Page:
A rifle-wielding opponent of President Donald Trump opened fire on US lawmakers practising for a charity baseball game in the Washington suburb of Alexandria, Virginia yesterday, wounding a top Republican congressman and four others before he was fatally injured in a shootout with police.
The 66-year-old gunman was identified as James T Hodgkinson of Belleville, Illinois, an ardent supporter of left-wing Senator Bernie Sanders. He later died of his injuries, reports AFP.
Sanders said he was "sickened" by what he called a "despicable act".
Congressman Steve Scalise, the number three Republican in the House of Representatives, was expected to recover after being shot in the hip.
Four others were wounded: a congressional aide, a lobbyist and two Capitol Police officers.
In a separate incident, at least four people, including the suspected gunman, were killed. The suspect, a disgruntled employee of United Parcel Service Inc, opened fire at a company package sorting hub in San Francisco, two local TV news stations reported.
After firing on co-workers, he turned a gun on himself when confronted by police, according to NBC Bay Area and ABC 7. He later died at an area hospital, they said, citing law enforcement sources.
San Francisco police said the building was secure but offered no immediate information on victims.
In an address to the nation, Trump appealed for unity following the early morning assault, which came amid high political tension in the US capital after a vitriol-filled 2016 election.
Trump described Scalise as a "very good friend," a "patriot" and a "fighter".
FBI agent Tim Slater told a news conference that investigators were still "exploring all angles" and that it was too early to tell if the Republican lawmakers were deliberately targeted.
He would also not confirm a report by CBS that the gunman used a high-powered semi-automatic assault rifle.
According to his Facebook page, Hodgkinson was a fervent supporter of Sanders, the feisty independent who battled Hillary Clinton for the Democratic presidential nomination last year.
Hodgkinson's social media posts displayed strong anti-Trump sentiment.
"I know he wasn't happy with the way things were going, the election results and stuff," his brother, Michael Hodgkinson, told The New York Times. But he said news of the shooting came "totally out of the blue."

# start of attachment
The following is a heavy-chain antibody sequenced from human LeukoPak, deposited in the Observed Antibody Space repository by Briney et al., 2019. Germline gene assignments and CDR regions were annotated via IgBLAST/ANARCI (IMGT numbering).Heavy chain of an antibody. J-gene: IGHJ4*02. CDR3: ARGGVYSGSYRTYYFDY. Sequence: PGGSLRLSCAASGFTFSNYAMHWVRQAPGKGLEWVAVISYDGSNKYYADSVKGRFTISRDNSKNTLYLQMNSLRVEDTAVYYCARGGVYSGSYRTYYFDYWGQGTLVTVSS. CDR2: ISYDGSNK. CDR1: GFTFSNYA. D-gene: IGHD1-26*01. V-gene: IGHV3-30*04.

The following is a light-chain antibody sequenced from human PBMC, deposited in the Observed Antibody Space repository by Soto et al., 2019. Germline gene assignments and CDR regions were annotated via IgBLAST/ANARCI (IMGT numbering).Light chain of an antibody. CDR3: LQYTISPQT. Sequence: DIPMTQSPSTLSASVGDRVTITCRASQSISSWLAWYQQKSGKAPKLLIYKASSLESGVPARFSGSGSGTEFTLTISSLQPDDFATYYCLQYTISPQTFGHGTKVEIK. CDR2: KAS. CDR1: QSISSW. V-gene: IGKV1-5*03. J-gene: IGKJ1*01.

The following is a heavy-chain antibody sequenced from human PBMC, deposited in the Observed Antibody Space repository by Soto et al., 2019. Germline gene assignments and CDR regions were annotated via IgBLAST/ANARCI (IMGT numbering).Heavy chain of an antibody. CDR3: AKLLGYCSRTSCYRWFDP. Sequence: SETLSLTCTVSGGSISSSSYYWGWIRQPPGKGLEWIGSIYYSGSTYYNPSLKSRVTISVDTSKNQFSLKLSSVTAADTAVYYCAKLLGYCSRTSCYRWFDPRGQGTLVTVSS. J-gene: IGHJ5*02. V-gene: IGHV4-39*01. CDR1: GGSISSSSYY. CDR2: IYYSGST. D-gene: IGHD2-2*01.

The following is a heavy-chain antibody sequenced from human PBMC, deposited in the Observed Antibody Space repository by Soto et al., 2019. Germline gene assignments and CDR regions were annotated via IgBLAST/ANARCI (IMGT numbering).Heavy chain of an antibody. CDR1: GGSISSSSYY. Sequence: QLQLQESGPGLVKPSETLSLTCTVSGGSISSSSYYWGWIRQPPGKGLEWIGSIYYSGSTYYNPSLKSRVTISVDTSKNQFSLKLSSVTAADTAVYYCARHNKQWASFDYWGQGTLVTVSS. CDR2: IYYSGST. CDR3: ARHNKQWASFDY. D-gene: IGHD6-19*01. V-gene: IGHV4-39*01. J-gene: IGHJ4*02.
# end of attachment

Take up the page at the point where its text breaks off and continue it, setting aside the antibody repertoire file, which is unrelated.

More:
Sanders swiftly responded to reports that the suspect had volunteered on his presidential campaign.
"I am sickened by this despicable act," he said.
"Let me be as clear as I can be. Violence of any kind is unacceptable in our society and I condemn this action in the strongest possible terms."
The shooting took place around 7:00am (1100 GMT) as the Republican team practised for the charity game, a well-loved showdown between Senate and House members of both the Republican and Democratic camps.
Congressman Rodney Davis told CNN he was up at bat at the time, and Scalise was in the field at second base.
"I was batting, we heard a loud noise.... The next thing I remember was somebody on the field yelling 'Run, he's got a gun.'"
Alexandria Police Chief Michael Brown said his officers arrived at the scene within three minutes, engaged the suspect together with Capitol Police officers, and took him into custody. He later died from his wounds.
Trump praised the "heroic" acts of law enforcement in subduing the shooter.
"Many lives would have been lost if not for the heroic actions of the two Capitol Police officers who took down the gunman despite sustaining gunshot wounds during a very, very brutal assault," he said.
Senator Rand Paul, also at the practice, said he believed the rapid intervention narrowly prevented a bloodbath.
"It would have been a massacre. And having no self-defence, the field was basically a killing field," Paul told reporters.
Scalise's office said the 51-year-old was in stable condition at a Washington hospital after being shot in the hip.
Scalise, a representative from the southern state of Louisiana elected to Congress in 2008, heads the conservative House caucus known as the Republican Study Committee.
The staunch conservative is among the lawmakers leading the drive to repeal former president Barack Obama's signature health care law, among other top Republican priorities.